Photo by Proust Susie looks at drumming as a connection to her culture and the sacred, with a melody bringing her closer to purpose and a band that’s kind to all of her – eg, to poor people. Pictured with an ovoid tribal block made in Sumac, South Dakota (Photo by Sophie Hernandez)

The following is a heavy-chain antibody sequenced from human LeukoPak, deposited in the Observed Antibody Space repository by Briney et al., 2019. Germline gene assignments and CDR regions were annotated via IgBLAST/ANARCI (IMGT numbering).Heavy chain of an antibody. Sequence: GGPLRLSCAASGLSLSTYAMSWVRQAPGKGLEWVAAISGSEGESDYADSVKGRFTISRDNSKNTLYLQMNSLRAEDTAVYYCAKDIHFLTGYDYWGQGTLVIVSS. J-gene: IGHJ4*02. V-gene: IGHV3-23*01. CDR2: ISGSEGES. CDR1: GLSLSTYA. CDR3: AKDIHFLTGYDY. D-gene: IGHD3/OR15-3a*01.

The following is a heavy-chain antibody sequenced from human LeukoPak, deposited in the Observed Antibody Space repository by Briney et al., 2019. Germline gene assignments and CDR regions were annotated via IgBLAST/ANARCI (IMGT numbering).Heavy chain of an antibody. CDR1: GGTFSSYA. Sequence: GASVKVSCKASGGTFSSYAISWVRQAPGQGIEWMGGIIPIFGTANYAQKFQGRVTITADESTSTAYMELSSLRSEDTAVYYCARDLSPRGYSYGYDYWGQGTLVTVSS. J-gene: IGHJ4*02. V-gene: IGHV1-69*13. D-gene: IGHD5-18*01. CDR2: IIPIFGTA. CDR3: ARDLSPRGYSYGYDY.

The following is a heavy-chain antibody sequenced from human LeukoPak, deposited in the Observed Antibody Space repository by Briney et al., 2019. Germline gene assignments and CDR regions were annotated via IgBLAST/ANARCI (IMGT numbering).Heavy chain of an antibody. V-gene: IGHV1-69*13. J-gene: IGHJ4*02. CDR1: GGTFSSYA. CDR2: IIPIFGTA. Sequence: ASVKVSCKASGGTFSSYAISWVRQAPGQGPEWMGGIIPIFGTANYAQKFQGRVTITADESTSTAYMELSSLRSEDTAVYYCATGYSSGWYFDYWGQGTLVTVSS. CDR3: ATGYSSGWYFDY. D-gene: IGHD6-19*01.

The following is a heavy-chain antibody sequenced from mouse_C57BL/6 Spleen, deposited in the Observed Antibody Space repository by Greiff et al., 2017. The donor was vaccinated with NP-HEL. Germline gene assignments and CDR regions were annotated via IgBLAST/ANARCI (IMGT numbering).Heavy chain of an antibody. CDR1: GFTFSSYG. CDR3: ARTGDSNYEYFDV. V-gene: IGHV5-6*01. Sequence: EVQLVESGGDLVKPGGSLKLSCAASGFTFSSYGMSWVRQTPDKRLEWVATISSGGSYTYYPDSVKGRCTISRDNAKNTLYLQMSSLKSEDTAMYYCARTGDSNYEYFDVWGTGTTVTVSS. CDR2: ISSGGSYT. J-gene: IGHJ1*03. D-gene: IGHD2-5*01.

Sophie Hernandez, a 27-year-old Iowa native, grew up surrounded by music. Her dad’s family played fiddle and guitar, and her mom had a voice that blended Adele with Nina Simone. Her grandparents, especially her paternal great-grandmother, took singing lessons and taught them how to play the fiddle.“My family has always been extremely musical,” Hernandez says. From a young age, she was drawn to the rhythm of drums. But when her grandparents died, she focused on music training. She played with a high school band before taking time off to study flute and piano at Iowa State University.Trying to balance the lessons with a rigorous music career wasn’t easy. But music was key to her de-stressing, Hernandez says, because the rhythmic beat brings a kind of rhythm-and-movement discipline into play. Plus, when she’s enmeshed in music, Hernandez can tell when something is bothering her. A single drumbeat can illuminate problems, Hernandez says.“It kind of kicks me into a state of mind where I can think about things in a different way.” She picks up songs she likes, and puts them on her iPod over and over to get a rhythm. After she’s moved from song to song and back, Hernandez steps away for a few minutes to gather her thoughts, she says. But she also loves practicing right up until the last note is played.“That’s when I’m most kind of clearheaded,” she says.Hernandez stayed tuned to the drums as she got into grad school at the University of Missouri. She likes the way the drum builds emotion, and she loves how the sound can tell her a lot about the time she’s in, she says. Though the drums aren’t her “first love,” Hernandez has worked to further develop her learning of them. She took a drumming class last year, spent some time in New York City on a project and has also become one of the founding members of a Wailla Indian tribal drum group called Heta-Samik.Hernandez teaches sessions for girls on the reservation, and sees a lot of girls who think that drumming and dancing are “too white,” she says. She says she tries to steer the girls away from traditional entertainment and to instead come up with something that’s more indigenous to the tribe’s culture.“Dance and drumming are both ways to do that,” she says.“You’re learning about what your culture is about,” she says. “It doesn’t have to be just dance and drumming.” She tries to steer the younger kids in that direction, too. She recently tried some slapstick-style style “tribal pla,” which involves twirling and slapping a pipe while forming a tree shape.“That was so fun,” she says. “I wasn’t even getting old enough to pull that one off, so I thought it would be funny.”The series “What’s your soul song?” airs at 9 p.m. Thursdays on TV20. Hernandez is currently a health care student at Creighton University, but she’s long been interested in medical research and hopes one day to study neurobiology or psychiatry.